The stories of neighbors helping neighbors are manifold in this compassionate community of ours. But with the holidays just past, I thought it might make sense to write about the hospitality we are able to show strangers in our midst.
As we well understand, this is particularly challenging at present when the strangers are refugees — more than half of them children — and with the number of refugees now permitted entry to this country cut by more than half.
In all, an estimated 11 to 12 million people are refugees in the world today, compared with fewer than 3 million in the mid-1970s.
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One of these refugees — let’s call him Mwata, now in his early 30s — arrived in Brattleboro. He had lived in a refugee camp in Uganda since he had fled the perilously embattled Congo at the age of 8.
As often happens in refugee camps, the refugees themselves organized schools and sports camps for their children to provide them both with education and with hope. Mwata, in time, became a leader in organizing such programs, although he himself had learned French and English not from classes but from other refugees.
But why should we find Mwata in Vermont?
It’s often assumed that Vermont would be about the last place in the country refugees of different races and ethnicities would want to come. We are the second-whitest state in the nation, and our weather is far more forbidding than most of the Southern and Western states.
Nonetheless, since 2013, nearly 300 refugees a year have been resettled here, mostly in the Burlington area, where jobs are more plentiful and schools are prepared with English-as-a-second-language instruction.
Refugees have also resettled in Colchester and, more recently, in Rutland, with community groups in place to accommodate them. Still, many of those refugees slated to arrive in Vermont remain in European refugee camps awaiting release.
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In Brattleboro, the SIT Graduate Institute recently granted scholarships to five students whose lives had been in danger. One of these students was Mwata.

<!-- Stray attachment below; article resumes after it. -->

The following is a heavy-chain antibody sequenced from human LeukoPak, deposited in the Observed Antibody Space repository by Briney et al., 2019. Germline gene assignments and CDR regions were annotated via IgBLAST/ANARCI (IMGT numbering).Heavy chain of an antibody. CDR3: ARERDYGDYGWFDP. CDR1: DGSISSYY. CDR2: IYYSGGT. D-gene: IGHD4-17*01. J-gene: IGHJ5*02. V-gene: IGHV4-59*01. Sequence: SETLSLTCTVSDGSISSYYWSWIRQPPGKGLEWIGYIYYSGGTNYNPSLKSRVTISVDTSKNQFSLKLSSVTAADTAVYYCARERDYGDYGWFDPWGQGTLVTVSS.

By the time he was received here at SIT, Mwata had married another refugee and had a young daughter, so the three of them arrived from the warmest of continents to a place where the leaves were falling from the trees and the winds were growing cold.
SIT granted Mwata tuition and helped the family find housing, but then it was up to them — and to their new community — to find jobs, furniture, and a school for their daughter.
They were soon welcomed into the life of a local church, and St. Michael’s Roman Catholic School provided the young child with a scholarship.
Hilltop Montessori and the Brattleboro Retreat both provided jobs to Mwata’s wife, and individuals stepped forward to offer Mwata gardening jobs — although, being particularly adept at working with special-needs children, he has been sought to do that work when he is not studying to complete his degree.
And then, when it was discovered that Mwata and his wife were expecting another child, our compassionate community really kicked in. Friends organized a baby shower, and people who barely knew the family came forward with a crib and infant-care equipment that Mwata and his wife never knew existed.
When the baby was born, a meal train was organized, providing the whole family with meals for a month.
The child was born into the compassionate embrace of a community of strangers, not because of a government policy, not because of a resettlement plan, but because the people of our town cared enough to extend love to a family in need — a family that now loves us right back.
As we leave the darkest days of the calendar year, this is a story which reveals the essence of who we truly are: a compassionate community.